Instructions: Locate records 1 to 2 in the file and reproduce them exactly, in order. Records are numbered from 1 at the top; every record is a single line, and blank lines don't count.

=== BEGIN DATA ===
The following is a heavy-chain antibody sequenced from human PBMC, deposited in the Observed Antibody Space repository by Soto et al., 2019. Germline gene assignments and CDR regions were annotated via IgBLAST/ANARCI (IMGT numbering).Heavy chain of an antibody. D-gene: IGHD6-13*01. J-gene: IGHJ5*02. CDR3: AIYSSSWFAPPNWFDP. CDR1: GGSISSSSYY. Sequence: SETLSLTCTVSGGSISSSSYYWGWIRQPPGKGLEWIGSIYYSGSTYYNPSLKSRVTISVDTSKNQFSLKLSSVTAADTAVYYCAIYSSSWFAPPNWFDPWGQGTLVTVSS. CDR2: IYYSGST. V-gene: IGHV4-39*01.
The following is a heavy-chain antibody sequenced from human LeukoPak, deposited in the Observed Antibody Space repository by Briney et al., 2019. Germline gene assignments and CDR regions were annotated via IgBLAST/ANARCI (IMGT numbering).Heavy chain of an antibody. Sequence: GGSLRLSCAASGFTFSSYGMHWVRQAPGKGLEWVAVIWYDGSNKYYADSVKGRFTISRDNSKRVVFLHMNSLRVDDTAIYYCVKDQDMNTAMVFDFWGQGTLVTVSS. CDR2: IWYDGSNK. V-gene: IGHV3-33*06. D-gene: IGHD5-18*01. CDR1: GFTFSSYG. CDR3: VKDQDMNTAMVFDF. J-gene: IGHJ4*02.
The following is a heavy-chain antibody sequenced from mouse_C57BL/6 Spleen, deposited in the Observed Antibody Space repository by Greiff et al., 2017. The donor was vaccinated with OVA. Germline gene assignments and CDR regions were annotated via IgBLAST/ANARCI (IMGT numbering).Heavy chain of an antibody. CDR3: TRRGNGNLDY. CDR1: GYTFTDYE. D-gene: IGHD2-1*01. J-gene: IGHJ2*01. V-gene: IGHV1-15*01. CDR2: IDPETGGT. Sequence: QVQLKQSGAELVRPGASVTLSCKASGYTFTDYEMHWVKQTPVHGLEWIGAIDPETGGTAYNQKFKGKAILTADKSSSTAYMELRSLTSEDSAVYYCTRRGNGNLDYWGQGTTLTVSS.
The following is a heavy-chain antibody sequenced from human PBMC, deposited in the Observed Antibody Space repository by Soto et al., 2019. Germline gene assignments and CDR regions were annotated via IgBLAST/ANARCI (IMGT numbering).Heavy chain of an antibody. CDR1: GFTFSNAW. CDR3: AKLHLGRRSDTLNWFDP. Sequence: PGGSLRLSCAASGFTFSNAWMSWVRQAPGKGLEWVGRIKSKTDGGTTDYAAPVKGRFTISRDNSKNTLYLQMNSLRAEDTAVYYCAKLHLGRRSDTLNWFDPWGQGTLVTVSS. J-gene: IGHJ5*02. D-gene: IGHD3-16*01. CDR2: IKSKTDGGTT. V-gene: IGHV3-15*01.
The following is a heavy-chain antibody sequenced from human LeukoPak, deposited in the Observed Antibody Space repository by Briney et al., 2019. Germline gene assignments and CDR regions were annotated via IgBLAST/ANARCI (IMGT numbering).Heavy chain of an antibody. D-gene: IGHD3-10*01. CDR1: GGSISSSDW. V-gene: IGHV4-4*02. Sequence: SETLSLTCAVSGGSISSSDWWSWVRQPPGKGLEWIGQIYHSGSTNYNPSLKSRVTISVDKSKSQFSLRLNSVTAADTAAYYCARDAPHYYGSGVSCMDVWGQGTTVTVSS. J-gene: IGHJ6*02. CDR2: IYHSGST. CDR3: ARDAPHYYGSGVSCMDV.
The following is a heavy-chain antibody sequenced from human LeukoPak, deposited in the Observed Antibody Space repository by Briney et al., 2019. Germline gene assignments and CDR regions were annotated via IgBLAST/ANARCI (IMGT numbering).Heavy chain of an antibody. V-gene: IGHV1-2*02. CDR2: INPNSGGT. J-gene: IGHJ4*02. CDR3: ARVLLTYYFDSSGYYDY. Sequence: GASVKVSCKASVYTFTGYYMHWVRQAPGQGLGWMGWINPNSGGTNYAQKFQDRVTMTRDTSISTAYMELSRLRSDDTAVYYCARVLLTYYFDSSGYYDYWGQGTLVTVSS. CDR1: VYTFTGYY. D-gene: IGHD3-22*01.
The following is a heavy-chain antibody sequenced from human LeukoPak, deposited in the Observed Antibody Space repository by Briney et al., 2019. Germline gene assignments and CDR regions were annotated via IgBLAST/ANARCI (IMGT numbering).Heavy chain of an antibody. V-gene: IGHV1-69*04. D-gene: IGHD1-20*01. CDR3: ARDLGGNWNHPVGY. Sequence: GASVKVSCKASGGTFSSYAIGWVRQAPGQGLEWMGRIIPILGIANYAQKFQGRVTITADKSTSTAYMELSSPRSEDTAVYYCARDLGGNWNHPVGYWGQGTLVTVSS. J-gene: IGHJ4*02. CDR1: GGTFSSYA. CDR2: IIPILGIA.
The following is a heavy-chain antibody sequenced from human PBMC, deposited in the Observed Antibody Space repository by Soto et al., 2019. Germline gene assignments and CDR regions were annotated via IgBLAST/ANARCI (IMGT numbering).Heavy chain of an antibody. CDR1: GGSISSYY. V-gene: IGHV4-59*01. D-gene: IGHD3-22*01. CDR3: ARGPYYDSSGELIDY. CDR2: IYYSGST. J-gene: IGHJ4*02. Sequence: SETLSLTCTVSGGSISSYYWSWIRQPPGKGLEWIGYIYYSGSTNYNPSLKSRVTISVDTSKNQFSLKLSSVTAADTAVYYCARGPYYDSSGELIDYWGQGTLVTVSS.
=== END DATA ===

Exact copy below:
The following is a heavy-chain antibody sequenced from human PBMC, deposited in the Observed Antibody Space repository by Soto et al., 2019. Germline gene assignments and CDR regions were annotated via IgBLAST/ANARCI (IMGT numbering).Heavy chain of an antibody. D-gene: IGHD6-13*01. J-gene: IGHJ5*02. CDR3: AIYSSSWFAPPNWFDP. CDR1: GGSISSSSYY. Sequence: SETLSLTCTVSGGSISSSSYYWGWIRQPPGKGLEWIGSIYYSGSTYYNPSLKSRVTISVDTSKNQFSLKLSSVTAADTAVYYCAIYSSSWFAPPNWFDPWGQGTLVTVSS. CDR2: IYYSGST. V-gene: IGHV4-39*01.
The following is a heavy-chain antibody sequenced from human LeukoPak, deposited in the Observed Antibody Space repository by Briney et al., 2019. Germline gene assignments and CDR regions were annotated via IgBLAST/ANARCI (IMGT numbering).Heavy chain of an antibody. Sequence: GGSLRLSCAASGFTFSSYGMHWVRQAPGKGLEWVAVIWYDGSNKYYADSVKGRFTISRDNSKRVVFLHMNSLRVDDTAIYYCVKDQDMNTAMVFDFWGQGTLVTVSS. CDR2: IWYDGSNK. V-gene: IGHV3-33*06. D-gene: IGHD5-18*01. CDR1: GFTFSSYG. CDR3: VKDQDMNTAMVFDF. J-gene: IGHJ4*02.